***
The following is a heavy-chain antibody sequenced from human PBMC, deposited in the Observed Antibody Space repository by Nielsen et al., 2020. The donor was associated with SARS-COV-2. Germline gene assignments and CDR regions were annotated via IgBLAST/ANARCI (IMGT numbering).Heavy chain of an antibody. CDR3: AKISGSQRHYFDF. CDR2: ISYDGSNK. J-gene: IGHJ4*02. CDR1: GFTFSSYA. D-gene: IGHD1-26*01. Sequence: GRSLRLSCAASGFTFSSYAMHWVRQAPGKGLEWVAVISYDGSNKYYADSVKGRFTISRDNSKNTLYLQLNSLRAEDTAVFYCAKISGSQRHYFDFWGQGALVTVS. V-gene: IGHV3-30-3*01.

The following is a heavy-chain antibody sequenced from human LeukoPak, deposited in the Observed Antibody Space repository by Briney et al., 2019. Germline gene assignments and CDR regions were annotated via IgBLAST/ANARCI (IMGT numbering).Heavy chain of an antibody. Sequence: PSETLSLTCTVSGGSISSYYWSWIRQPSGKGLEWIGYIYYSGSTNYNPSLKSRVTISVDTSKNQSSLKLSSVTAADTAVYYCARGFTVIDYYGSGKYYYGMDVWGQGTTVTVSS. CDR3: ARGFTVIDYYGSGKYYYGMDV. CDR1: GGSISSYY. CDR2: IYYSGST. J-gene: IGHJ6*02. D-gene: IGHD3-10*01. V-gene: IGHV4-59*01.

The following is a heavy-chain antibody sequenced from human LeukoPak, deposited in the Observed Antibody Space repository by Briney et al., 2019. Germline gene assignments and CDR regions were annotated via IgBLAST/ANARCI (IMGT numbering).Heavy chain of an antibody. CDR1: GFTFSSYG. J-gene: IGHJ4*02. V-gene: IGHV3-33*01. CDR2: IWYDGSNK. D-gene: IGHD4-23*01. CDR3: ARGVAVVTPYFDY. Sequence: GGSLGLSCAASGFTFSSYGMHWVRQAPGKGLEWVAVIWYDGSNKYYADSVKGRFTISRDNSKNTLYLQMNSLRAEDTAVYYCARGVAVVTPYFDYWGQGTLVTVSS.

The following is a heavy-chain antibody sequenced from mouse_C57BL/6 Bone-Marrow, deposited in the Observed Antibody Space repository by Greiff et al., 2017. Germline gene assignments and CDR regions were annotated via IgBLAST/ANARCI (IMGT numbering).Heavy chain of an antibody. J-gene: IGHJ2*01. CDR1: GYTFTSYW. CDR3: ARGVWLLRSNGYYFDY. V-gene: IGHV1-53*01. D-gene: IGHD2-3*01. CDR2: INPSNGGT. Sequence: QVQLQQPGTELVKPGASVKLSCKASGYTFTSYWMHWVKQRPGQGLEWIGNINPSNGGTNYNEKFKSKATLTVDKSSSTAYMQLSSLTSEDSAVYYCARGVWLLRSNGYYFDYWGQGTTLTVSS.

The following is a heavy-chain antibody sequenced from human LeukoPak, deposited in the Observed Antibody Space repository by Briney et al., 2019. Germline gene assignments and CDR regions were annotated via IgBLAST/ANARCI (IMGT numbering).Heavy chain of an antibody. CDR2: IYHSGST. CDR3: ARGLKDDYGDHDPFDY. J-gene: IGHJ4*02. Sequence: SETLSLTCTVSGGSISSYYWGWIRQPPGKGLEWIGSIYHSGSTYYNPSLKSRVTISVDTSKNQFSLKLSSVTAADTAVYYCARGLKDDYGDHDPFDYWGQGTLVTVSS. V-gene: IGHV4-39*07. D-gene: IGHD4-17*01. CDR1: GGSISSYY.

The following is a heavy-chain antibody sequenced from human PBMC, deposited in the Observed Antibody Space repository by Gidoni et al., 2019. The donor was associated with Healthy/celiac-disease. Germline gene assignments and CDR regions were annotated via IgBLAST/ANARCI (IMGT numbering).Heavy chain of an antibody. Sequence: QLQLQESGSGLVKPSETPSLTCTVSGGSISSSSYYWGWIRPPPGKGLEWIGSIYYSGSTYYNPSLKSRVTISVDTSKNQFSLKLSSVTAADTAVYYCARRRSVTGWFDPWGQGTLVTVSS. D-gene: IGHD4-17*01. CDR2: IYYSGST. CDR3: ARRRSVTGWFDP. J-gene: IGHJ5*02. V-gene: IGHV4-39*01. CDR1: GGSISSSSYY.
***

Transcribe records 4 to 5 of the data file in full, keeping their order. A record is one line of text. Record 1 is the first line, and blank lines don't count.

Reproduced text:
The following is a heavy-chain antibody sequenced from mouse_C57BL/6 Bone-Marrow, deposited in the Observed Antibody Space repository by Greiff et al., 2017. Germline gene assignments and CDR regions were annotated via IgBLAST/ANARCI (IMGT numbering).Heavy chain of an antibody. J-gene: IGHJ2*01. CDR1: GYTFTSYW. CDR3: ARGVWLLRSNGYYFDY. V-gene: IGHV1-53*01. D-gene: IGHD2-3*01. CDR2: INPSNGGT. Sequence: QVQLQQPGTELVKPGASVKLSCKASGYTFTSYWMHWVKQRPGQGLEWIGNINPSNGGTNYNEKFKSKATLTVDKSSSTAYMQLSSLTSEDSAVYYCARGVWLLRSNGYYFDYWGQGTTLTVSS.

The following is a heavy-chain antibody sequenced from human LeukoPak, deposited in the Observed Antibody Space repository by Briney et al., 2019. Germline gene assignments and CDR regions were annotated via IgBLAST/ANARCI (IMGT numbering).Heavy chain of an antibody. CDR2: IYHSGST. CDR3: ARGLKDDYGDHDPFDY. J-gene: IGHJ4*02. Sequence: SETLSLTCTVSGGSISSYYWGWIRQPPGKGLEWIGSIYHSGSTYYNPSLKSRVTISVDTSKNQFSLKLSSVTAADTAVYYCARGLKDDYGDHDPFDYWGQGTLVTVSS. V-gene: IGHV4-39*07. D-gene: IGHD4-17*01. CDR1: GGSISSYY.